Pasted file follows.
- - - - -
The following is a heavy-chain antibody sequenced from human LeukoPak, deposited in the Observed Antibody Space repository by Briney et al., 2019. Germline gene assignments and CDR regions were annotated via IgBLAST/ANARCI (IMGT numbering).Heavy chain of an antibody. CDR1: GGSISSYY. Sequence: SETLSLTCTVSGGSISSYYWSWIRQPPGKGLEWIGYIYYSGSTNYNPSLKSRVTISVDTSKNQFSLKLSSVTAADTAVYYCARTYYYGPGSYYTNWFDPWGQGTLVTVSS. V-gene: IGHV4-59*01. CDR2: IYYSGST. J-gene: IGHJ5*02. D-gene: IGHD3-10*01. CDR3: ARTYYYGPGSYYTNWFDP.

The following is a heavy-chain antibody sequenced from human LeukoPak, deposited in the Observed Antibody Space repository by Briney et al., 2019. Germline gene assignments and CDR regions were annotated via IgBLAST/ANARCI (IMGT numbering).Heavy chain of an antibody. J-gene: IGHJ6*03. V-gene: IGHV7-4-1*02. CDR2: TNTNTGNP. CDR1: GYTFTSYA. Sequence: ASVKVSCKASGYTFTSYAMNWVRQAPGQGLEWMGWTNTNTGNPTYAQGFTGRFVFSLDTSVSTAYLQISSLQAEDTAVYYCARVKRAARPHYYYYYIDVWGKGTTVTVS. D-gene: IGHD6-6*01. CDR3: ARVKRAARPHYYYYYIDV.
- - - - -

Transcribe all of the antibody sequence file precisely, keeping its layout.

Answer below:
The following is a heavy-chain antibody sequenced from human LeukoPak, deposited in the Observed Antibody Space repository by Briney et al., 2019. Germline gene assignments and CDR regions were annotated via IgBLAST/ANARCI (IMGT numbering).Heavy chain of an antibody. CDR1: GGSISSYY. Sequence: SETLSLTCTVSGGSISSYYWSWIRQPPGKGLEWIGYIYYSGSTNYNPSLKSRVTISVDTSKNQFSLKLSSVTAADTAVYYCARTYYYGPGSYYTNWFDPWGQGTLVTVSS. V-gene: IGHV4-59*01. CDR2: IYYSGST. J-gene: IGHJ5*02. D-gene: IGHD3-10*01. CDR3: ARTYYYGPGSYYTNWFDP.

The following is a heavy-chain antibody sequenced from human LeukoPak, deposited in the Observed Antibody Space repository by Briney et al., 2019. Germline gene assignments and CDR regions were annotated via IgBLAST/ANARCI (IMGT numbering).Heavy chain of an antibody. J-gene: IGHJ6*03. V-gene: IGHV7-4-1*02. CDR2: TNTNTGNP. CDR1: GYTFTSYA. Sequence: ASVKVSCKASGYTFTSYAMNWVRQAPGQGLEWMGWTNTNTGNPTYAQGFTGRFVFSLDTSVSTAYLQISSLQAEDTAVYYCARVKRAARPHYYYYYIDVWGKGTTVTVS. D-gene: IGHD6-6*01. CDR3: ARVKRAARPHYYYYYIDV.